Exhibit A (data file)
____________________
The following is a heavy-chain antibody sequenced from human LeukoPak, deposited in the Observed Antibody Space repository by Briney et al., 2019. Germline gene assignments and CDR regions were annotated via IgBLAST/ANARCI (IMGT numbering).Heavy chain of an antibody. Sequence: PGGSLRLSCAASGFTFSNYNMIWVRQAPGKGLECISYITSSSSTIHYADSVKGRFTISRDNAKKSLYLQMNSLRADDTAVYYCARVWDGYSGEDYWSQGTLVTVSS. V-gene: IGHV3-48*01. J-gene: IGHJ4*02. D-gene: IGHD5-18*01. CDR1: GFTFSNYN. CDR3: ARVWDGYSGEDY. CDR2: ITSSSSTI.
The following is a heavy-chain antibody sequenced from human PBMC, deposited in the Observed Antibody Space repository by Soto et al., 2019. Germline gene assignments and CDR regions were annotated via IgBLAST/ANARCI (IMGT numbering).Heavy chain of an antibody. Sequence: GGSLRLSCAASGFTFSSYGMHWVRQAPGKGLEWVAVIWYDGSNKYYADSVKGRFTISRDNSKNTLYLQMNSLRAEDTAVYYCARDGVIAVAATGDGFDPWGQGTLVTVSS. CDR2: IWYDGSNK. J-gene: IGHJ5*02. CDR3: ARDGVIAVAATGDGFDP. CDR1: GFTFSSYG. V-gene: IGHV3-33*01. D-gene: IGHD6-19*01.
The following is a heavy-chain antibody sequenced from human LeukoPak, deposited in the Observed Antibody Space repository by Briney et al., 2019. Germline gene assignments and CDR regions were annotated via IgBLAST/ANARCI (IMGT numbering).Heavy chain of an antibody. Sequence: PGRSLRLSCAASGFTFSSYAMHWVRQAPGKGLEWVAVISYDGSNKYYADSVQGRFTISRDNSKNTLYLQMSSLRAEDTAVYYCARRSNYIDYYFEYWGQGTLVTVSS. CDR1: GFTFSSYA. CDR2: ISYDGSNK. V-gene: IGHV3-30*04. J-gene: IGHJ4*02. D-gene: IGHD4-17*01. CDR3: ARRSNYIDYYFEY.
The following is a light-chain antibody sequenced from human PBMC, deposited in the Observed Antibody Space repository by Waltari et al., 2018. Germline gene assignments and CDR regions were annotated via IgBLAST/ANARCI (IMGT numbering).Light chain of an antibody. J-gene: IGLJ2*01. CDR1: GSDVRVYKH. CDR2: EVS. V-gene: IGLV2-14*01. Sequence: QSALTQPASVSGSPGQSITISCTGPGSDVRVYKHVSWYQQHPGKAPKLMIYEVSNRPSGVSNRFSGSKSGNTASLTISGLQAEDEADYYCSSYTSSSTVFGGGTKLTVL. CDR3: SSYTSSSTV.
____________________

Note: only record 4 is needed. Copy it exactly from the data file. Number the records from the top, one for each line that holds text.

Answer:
The following is a light-chain antibody sequenced from human PBMC, deposited in the Observed Antibody Space repository by Waltari et al., 2018. Germline gene assignments and CDR regions were annotated via IgBLAST/ANARCI (IMGT numbering).Light chain of an antibody. J-gene: IGLJ2*01. CDR1: GSDVRVYKH. CDR2: EVS. V-gene: IGLV2-14*01. Sequence: QSALTQPASVSGSPGQSITISCTGPGSDVRVYKHVSWYQQHPGKAPKLMIYEVSNRPSGVSNRFSGSKSGNTASLTISGLQAEDEADYYCSSYTSSSTVFGGGTKLTVL. CDR3: SSYTSSSTV.